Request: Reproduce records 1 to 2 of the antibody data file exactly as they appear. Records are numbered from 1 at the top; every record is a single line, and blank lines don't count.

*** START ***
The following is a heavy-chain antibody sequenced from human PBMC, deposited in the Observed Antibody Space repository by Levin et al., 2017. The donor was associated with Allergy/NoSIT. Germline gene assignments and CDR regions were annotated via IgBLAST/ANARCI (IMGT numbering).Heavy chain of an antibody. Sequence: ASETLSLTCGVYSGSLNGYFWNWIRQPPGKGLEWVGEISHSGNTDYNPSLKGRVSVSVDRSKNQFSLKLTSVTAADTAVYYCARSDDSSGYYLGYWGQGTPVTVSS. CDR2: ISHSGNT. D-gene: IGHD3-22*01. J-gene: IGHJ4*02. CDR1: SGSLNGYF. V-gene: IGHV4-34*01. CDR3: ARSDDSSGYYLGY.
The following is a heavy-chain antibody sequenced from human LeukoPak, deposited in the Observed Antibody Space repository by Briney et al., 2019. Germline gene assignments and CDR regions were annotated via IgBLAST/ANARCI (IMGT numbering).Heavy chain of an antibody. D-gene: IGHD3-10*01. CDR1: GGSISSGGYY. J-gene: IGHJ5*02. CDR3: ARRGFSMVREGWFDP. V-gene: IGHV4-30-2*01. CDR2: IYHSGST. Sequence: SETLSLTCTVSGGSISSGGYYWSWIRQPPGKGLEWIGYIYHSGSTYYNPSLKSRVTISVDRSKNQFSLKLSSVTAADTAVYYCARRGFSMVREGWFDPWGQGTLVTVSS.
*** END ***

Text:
The following is a heavy-chain antibody sequenced from human PBMC, deposited in the Observed Antibody Space repository by Levin et al., 2017. The donor was associated with Allergy/NoSIT. Germline gene assignments and CDR regions were annotated via IgBLAST/ANARCI (IMGT numbering).Heavy chain of an antibody. Sequence: ASETLSLTCGVYSGSLNGYFWNWIRQPPGKGLEWVGEISHSGNTDYNPSLKGRVSVSVDRSKNQFSLKLTSVTAADTAVYYCARSDDSSGYYLGYWGQGTPVTVSS. CDR2: ISHSGNT. D-gene: IGHD3-22*01. J-gene: IGHJ4*02. CDR1: SGSLNGYF. V-gene: IGHV4-34*01. CDR3: ARSDDSSGYYLGY.
The following is a heavy-chain antibody sequenced from human LeukoPak, deposited in the Observed Antibody Space repository by Briney et al., 2019. Germline gene assignments and CDR regions were annotated via IgBLAST/ANARCI (IMGT numbering).Heavy chain of an antibody. D-gene: IGHD3-10*01. CDR1: GGSISSGGYY. J-gene: IGHJ5*02. CDR3: ARRGFSMVREGWFDP. V-gene: IGHV4-30-2*01. CDR2: IYHSGST. Sequence: SETLSLTCTVSGGSISSGGYYWSWIRQPPGKGLEWIGYIYHSGSTYYNPSLKSRVTISVDRSKNQFSLKLSSVTAADTAVYYCARRGFSMVREGWFDPWGQGTLVTVSS.